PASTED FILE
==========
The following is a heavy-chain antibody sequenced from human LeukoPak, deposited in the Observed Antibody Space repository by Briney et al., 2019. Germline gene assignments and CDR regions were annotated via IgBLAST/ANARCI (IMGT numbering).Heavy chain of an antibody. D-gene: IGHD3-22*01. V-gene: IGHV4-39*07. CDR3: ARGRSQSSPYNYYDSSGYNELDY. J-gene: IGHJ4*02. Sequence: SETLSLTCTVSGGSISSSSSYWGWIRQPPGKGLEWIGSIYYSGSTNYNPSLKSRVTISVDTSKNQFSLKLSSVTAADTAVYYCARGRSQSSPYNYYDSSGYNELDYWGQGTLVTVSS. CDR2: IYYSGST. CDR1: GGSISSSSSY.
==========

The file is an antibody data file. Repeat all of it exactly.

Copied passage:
The following is a heavy-chain antibody sequenced from human LeukoPak, deposited in the Observed Antibody Space repository by Briney et al., 2019. Germline gene assignments and CDR regions were annotated via IgBLAST/ANARCI (IMGT numbering).Heavy chain of an antibody. D-gene: IGHD3-22*01. V-gene: IGHV4-39*07. CDR3: ARGRSQSSPYNYYDSSGYNELDY. J-gene: IGHJ4*02. Sequence: SETLSLTCTVSGGSISSSSSYWGWIRQPPGKGLEWIGSIYYSGSTNYNPSLKSRVTISVDTSKNQFSLKLSSVTAADTAVYYCARGRSQSSPYNYYDSSGYNELDYWGQGTLVTVSS. CDR2: IYYSGST. CDR1: GGSISSSSSY.